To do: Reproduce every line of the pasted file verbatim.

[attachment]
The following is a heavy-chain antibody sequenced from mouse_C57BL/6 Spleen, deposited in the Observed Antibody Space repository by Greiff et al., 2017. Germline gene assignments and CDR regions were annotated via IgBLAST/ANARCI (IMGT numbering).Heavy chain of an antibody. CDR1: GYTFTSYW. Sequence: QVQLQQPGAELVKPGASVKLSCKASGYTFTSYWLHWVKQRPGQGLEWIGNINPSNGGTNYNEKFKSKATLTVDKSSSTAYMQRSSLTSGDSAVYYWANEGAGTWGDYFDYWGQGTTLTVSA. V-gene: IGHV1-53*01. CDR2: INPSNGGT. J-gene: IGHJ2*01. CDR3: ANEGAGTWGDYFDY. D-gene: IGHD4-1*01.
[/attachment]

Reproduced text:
The following is a heavy-chain antibody sequenced from mouse_C57BL/6 Spleen, deposited in the Observed Antibody Space repository by Greiff et al., 2017. Germline gene assignments and CDR regions were annotated via IgBLAST/ANARCI (IMGT numbering).Heavy chain of an antibody. CDR1: GYTFTSYW. Sequence: QVQLQQPGAELVKPGASVKLSCKASGYTFTSYWLHWVKQRPGQGLEWIGNINPSNGGTNYNEKFKSKATLTVDKSSSTAYMQRSSLTSGDSAVYYWANEGAGTWGDYFDYWGQGTTLTVSA. V-gene: IGHV1-53*01. CDR2: INPSNGGT. J-gene: IGHJ2*01. CDR3: ANEGAGTWGDYFDY. D-gene: IGHD4-1*01.